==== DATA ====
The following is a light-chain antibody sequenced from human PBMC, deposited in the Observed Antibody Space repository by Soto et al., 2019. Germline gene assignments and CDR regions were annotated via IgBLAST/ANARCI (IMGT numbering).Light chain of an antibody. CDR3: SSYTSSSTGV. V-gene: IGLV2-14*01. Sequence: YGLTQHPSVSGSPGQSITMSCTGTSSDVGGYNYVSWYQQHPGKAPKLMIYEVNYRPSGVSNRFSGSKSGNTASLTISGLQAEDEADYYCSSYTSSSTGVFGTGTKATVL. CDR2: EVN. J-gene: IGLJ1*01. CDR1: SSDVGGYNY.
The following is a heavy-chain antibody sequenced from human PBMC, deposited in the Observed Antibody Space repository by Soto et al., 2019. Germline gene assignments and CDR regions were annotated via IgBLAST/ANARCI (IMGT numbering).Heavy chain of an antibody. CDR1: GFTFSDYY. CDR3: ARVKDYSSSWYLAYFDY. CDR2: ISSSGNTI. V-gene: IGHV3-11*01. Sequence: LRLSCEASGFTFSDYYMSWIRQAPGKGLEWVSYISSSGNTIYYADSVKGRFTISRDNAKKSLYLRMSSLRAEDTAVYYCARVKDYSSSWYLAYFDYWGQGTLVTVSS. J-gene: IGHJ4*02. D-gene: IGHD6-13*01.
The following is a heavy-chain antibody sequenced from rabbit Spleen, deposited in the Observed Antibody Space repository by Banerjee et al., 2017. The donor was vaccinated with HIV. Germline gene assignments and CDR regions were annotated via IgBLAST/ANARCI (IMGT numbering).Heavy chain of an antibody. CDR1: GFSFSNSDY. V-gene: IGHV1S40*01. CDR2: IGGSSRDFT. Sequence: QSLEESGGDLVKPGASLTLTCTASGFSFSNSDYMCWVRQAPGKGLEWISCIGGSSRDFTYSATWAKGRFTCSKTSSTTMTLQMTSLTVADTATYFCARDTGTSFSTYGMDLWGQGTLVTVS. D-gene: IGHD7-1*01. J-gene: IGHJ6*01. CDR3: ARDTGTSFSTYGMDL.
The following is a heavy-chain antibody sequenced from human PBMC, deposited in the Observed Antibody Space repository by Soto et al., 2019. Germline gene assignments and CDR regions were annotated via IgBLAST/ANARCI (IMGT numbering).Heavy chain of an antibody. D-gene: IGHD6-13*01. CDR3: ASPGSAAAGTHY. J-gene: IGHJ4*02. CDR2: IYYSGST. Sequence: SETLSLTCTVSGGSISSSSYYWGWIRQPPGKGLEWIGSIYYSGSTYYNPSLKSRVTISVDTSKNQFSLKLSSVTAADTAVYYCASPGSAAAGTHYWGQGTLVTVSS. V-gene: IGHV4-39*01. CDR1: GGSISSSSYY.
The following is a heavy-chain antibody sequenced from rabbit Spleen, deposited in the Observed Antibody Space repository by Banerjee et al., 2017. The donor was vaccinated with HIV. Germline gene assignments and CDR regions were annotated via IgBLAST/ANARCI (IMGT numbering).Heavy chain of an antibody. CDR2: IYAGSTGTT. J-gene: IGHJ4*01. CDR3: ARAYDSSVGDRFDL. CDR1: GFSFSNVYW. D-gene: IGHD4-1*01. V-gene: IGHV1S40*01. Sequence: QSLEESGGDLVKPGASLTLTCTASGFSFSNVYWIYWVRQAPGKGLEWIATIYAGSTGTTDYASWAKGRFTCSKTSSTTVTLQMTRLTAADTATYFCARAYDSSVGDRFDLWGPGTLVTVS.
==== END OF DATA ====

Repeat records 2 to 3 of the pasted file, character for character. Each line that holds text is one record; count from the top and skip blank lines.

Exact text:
The following is a heavy-chain antibody sequenced from human PBMC, deposited in the Observed Antibody Space repository by Soto et al., 2019. Germline gene assignments and CDR regions were annotated via IgBLAST/ANARCI (IMGT numbering).Heavy chain of an antibody. CDR1: GFTFSDYY. CDR3: ARVKDYSSSWYLAYFDY. CDR2: ISSSGNTI. V-gene: IGHV3-11*01. Sequence: LRLSCEASGFTFSDYYMSWIRQAPGKGLEWVSYISSSGNTIYYADSVKGRFTISRDNAKKSLYLRMSSLRAEDTAVYYCARVKDYSSSWYLAYFDYWGQGTLVTVSS. J-gene: IGHJ4*02. D-gene: IGHD6-13*01.
The following is a heavy-chain antibody sequenced from rabbit Spleen, deposited in the Observed Antibody Space repository by Banerjee et al., 2017. The donor was vaccinated with HIV. Germline gene assignments and CDR regions were annotated via IgBLAST/ANARCI (IMGT numbering).Heavy chain of an antibody. CDR1: GFSFSNSDY. V-gene: IGHV1S40*01. CDR2: IGGSSRDFT. Sequence: QSLEESGGDLVKPGASLTLTCTASGFSFSNSDYMCWVRQAPGKGLEWISCIGGSSRDFTYSATWAKGRFTCSKTSSTTMTLQMTSLTVADTATYFCARDTGTSFSTYGMDLWGQGTLVTVS. D-gene: IGHD7-1*01. J-gene: IGHJ6*01. CDR3: ARDTGTSFSTYGMDL.